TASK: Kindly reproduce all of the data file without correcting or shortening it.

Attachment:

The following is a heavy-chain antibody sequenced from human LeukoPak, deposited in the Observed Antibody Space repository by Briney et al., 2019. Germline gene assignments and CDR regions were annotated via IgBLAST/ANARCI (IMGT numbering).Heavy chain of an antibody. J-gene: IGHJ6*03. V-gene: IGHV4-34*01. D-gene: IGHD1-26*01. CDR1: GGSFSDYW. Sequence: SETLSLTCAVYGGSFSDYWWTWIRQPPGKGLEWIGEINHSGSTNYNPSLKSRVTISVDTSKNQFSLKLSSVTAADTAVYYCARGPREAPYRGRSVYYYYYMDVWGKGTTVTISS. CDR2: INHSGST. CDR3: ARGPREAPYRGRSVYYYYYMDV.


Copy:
The following is a heavy-chain antibody sequenced from human LeukoPak, deposited in the Observed Antibody Space repository by Briney et al., 2019. Germline gene assignments and CDR regions were annotated via IgBLAST/ANARCI (IMGT numbering).Heavy chain of an antibody. J-gene: IGHJ6*03. V-gene: IGHV4-34*01. D-gene: IGHD1-26*01. CDR1: GGSFSDYW. Sequence: SETLSLTCAVYGGSFSDYWWTWIRQPPGKGLEWIGEINHSGSTNYNPSLKSRVTISVDTSKNQFSLKLSSVTAADTAVYYCARGPREAPYRGRSVYYYYYMDVWGKGTTVTISS. CDR2: INHSGST. CDR3: ARGPREAPYRGRSVYYYYYMDV.